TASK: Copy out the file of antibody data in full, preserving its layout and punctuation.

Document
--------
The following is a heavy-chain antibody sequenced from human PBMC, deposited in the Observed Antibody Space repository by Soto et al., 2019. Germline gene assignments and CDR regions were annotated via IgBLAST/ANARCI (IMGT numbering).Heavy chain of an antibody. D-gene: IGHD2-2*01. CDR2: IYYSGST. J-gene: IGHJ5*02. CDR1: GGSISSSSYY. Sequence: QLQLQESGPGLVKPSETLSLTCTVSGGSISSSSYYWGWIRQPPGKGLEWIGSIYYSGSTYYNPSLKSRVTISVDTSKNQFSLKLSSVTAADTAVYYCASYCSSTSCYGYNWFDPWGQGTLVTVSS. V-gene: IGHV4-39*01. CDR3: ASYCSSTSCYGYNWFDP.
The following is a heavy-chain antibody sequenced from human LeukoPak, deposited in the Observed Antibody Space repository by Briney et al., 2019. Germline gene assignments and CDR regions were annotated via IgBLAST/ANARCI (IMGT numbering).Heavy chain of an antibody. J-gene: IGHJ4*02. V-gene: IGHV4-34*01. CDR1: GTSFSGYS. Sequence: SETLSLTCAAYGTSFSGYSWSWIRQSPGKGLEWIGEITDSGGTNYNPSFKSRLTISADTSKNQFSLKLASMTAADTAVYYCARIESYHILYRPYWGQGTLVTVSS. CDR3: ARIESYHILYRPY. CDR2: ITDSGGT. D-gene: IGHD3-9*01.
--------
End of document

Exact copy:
The following is a heavy-chain antibody sequenced from human PBMC, deposited in the Observed Antibody Space repository by Soto et al., 2019. Germline gene assignments and CDR regions were annotated via IgBLAST/ANARCI (IMGT numbering).Heavy chain of an antibody. D-gene: IGHD2-2*01. CDR2: IYYSGST. J-gene: IGHJ5*02. CDR1: GGSISSSSYY. Sequence: QLQLQESGPGLVKPSETLSLTCTVSGGSISSSSYYWGWIRQPPGKGLEWIGSIYYSGSTYYNPSLKSRVTISVDTSKNQFSLKLSSVTAADTAVYYCASYCSSTSCYGYNWFDPWGQGTLVTVSS. V-gene: IGHV4-39*01. CDR3: ASYCSSTSCYGYNWFDP.
The following is a heavy-chain antibody sequenced from human LeukoPak, deposited in the Observed Antibody Space repository by Briney et al., 2019. Germline gene assignments and CDR regions were annotated via IgBLAST/ANARCI (IMGT numbering).Heavy chain of an antibody. J-gene: IGHJ4*02. V-gene: IGHV4-34*01. CDR1: GTSFSGYS. Sequence: SETLSLTCAAYGTSFSGYSWSWIRQSPGKGLEWIGEITDSGGTNYNPSFKSRLTISADTSKNQFSLKLASMTAADTAVYYCARIESYHILYRPYWGQGTLVTVSS. CDR3: ARIESYHILYRPY. CDR2: ITDSGGT. D-gene: IGHD3-9*01.